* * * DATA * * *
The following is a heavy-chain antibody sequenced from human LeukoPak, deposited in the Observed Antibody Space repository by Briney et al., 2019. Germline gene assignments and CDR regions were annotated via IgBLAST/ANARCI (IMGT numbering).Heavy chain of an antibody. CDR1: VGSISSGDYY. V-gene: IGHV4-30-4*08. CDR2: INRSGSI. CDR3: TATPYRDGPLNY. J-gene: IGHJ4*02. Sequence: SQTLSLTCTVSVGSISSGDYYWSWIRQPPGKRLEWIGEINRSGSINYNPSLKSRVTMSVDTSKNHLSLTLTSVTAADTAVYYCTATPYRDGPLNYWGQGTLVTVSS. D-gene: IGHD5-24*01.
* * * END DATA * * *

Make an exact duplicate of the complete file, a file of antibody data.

The following is a heavy-chain antibody sequenced from human LeukoPak, deposited in the Observed Antibody Space repository by Briney et al., 2019. Germline gene assignments and CDR regions were annotated via IgBLAST/ANARCI (IMGT numbering).Heavy chain of an antibody. CDR1: VGSISSGDYY. V-gene: IGHV4-30-4*08. CDR2: INRSGSI. CDR3: TATPYRDGPLNY. J-gene: IGHJ4*02. Sequence: SQTLSLTCTVSVGSISSGDYYWSWIRQPPGKRLEWIGEINRSGSINYNPSLKSRVTMSVDTSKNHLSLTLTSVTAADTAVYYCTATPYRDGPLNYWGQGTLVTVSS. D-gene: IGHD5-24*01.